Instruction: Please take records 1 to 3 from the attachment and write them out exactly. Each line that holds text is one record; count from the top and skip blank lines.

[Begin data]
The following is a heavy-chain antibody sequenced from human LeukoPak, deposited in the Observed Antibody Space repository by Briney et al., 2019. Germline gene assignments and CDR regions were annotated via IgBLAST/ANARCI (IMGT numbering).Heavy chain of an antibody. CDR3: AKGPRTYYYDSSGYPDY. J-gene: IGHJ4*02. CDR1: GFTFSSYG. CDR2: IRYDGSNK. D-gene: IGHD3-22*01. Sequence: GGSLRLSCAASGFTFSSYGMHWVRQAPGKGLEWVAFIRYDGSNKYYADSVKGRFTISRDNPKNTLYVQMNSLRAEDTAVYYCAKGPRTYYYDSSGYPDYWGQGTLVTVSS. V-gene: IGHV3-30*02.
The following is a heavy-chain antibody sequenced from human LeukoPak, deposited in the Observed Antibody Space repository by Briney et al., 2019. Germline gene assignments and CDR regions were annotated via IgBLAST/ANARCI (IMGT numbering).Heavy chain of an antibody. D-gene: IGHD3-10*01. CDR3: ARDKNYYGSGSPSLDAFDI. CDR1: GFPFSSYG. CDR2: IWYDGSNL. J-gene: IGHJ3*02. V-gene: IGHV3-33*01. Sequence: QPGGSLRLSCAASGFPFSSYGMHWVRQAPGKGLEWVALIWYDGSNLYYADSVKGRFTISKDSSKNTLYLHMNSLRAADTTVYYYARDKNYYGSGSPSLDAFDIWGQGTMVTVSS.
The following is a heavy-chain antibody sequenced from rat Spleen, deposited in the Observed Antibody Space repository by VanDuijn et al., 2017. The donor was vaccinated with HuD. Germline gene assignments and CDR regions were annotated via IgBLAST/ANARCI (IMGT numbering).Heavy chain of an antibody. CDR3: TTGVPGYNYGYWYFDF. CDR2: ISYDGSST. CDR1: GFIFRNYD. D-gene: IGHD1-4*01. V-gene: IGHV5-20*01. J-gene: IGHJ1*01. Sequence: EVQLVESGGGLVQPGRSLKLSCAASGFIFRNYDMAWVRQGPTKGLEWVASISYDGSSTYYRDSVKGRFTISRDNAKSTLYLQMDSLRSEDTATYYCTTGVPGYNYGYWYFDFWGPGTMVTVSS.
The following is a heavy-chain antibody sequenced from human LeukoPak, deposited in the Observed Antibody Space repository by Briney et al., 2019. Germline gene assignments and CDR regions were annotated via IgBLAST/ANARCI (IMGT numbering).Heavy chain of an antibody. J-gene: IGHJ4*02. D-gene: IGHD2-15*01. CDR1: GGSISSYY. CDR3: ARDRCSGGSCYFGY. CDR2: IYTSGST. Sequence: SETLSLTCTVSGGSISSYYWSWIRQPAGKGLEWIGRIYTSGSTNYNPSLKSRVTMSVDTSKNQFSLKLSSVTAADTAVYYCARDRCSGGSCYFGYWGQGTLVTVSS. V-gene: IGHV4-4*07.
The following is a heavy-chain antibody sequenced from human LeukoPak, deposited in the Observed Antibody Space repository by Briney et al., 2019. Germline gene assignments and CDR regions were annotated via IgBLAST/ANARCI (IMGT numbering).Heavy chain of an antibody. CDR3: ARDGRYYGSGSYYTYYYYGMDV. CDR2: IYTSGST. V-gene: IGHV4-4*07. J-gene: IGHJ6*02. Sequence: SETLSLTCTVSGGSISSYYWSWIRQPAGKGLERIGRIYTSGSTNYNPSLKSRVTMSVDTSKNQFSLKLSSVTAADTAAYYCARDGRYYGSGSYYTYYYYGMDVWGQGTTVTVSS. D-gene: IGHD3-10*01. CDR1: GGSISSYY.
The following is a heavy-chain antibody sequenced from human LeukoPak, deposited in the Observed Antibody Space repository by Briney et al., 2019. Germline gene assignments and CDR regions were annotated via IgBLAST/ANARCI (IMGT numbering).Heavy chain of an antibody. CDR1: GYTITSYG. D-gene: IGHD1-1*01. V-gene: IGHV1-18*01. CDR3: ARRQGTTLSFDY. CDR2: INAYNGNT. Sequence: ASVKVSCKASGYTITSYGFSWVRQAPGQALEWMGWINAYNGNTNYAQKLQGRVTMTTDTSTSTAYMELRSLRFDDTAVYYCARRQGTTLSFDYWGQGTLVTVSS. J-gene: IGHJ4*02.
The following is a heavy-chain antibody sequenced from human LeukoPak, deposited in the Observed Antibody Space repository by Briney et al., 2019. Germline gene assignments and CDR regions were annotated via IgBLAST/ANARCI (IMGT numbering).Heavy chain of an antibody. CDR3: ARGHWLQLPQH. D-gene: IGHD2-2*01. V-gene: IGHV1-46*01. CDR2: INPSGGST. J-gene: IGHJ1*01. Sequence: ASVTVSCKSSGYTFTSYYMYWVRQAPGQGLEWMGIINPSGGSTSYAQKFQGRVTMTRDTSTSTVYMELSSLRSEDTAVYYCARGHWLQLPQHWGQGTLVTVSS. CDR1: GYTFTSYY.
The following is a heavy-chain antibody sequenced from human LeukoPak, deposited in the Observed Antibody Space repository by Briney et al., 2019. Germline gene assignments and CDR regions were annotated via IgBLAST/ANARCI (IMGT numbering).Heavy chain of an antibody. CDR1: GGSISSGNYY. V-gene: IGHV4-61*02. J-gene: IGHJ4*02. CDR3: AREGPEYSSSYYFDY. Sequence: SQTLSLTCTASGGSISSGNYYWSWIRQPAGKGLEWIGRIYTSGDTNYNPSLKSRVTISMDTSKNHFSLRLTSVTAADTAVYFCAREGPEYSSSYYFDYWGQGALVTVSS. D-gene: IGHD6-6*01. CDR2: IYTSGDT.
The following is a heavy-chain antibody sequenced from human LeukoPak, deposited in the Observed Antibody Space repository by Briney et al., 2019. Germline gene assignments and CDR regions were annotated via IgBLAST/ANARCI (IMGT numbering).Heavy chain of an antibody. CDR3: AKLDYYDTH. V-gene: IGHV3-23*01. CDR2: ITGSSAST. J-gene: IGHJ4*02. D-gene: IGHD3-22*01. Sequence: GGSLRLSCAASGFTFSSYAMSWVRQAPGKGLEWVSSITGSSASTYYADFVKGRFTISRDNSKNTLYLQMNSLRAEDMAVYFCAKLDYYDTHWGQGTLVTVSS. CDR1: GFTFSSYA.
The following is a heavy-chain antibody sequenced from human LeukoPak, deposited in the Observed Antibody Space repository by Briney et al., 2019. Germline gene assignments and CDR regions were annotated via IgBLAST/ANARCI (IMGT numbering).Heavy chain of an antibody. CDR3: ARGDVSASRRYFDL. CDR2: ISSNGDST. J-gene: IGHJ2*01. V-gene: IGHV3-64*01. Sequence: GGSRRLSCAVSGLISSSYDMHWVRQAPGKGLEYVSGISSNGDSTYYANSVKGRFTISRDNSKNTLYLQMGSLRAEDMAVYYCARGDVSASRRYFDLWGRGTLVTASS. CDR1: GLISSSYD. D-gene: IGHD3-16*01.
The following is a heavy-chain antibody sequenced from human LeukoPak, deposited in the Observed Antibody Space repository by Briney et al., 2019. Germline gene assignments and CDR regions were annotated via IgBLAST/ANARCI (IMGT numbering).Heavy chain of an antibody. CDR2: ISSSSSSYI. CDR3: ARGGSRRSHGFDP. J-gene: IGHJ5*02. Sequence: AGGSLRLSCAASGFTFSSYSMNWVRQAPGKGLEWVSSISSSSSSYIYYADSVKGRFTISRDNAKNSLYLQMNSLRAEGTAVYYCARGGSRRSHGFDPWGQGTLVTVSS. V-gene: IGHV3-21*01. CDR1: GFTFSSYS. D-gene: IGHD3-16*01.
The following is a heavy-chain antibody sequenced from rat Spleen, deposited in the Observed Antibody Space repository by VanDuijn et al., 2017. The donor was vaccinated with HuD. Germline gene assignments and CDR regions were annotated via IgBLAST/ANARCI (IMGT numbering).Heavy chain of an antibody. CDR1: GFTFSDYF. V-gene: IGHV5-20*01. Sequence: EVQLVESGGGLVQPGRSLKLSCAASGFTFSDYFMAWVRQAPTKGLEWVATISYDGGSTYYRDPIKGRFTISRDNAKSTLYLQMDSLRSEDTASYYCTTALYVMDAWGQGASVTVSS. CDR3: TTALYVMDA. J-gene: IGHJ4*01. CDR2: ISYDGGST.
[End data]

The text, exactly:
The following is a heavy-chain antibody sequenced from human LeukoPak, deposited in the Observed Antibody Space repository by Briney et al., 2019. Germline gene assignments and CDR regions were annotated via IgBLAST/ANARCI (IMGT numbering).Heavy chain of an antibody. CDR3: AKGPRTYYYDSSGYPDY. J-gene: IGHJ4*02. CDR1: GFTFSSYG. CDR2: IRYDGSNK. D-gene: IGHD3-22*01. Sequence: GGSLRLSCAASGFTFSSYGMHWVRQAPGKGLEWVAFIRYDGSNKYYADSVKGRFTISRDNPKNTLYVQMNSLRAEDTAVYYCAKGPRTYYYDSSGYPDYWGQGTLVTVSS. V-gene: IGHV3-30*02.
The following is a heavy-chain antibody sequenced from human LeukoPak, deposited in the Observed Antibody Space repository by Briney et al., 2019. Germline gene assignments and CDR regions were annotated via IgBLAST/ANARCI (IMGT numbering).Heavy chain of an antibody. D-gene: IGHD3-10*01. CDR3: ARDKNYYGSGSPSLDAFDI. CDR1: GFPFSSYG. CDR2: IWYDGSNL. J-gene: IGHJ3*02. V-gene: IGHV3-33*01. Sequence: QPGGSLRLSCAASGFPFSSYGMHWVRQAPGKGLEWVALIWYDGSNLYYADSVKGRFTISKDSSKNTLYLHMNSLRAADTTVYYYARDKNYYGSGSPSLDAFDIWGQGTMVTVSS.
The following is a heavy-chain antibody sequenced from rat Spleen, deposited in the Observed Antibody Space repository by VanDuijn et al., 2017. The donor was vaccinated with HuD. Germline gene assignments and CDR regions were annotated via IgBLAST/ANARCI (IMGT numbering).Heavy chain of an antibody. CDR3: TTGVPGYNYGYWYFDF. CDR2: ISYDGSST. CDR1: GFIFRNYD. D-gene: IGHD1-4*01. V-gene: IGHV5-20*01. J-gene: IGHJ1*01. Sequence: EVQLVESGGGLVQPGRSLKLSCAASGFIFRNYDMAWVRQGPTKGLEWVASISYDGSSTYYRDSVKGRFTISRDNAKSTLYLQMDSLRSEDTATYYCTTGVPGYNYGYWYFDFWGPGTMVTVSS.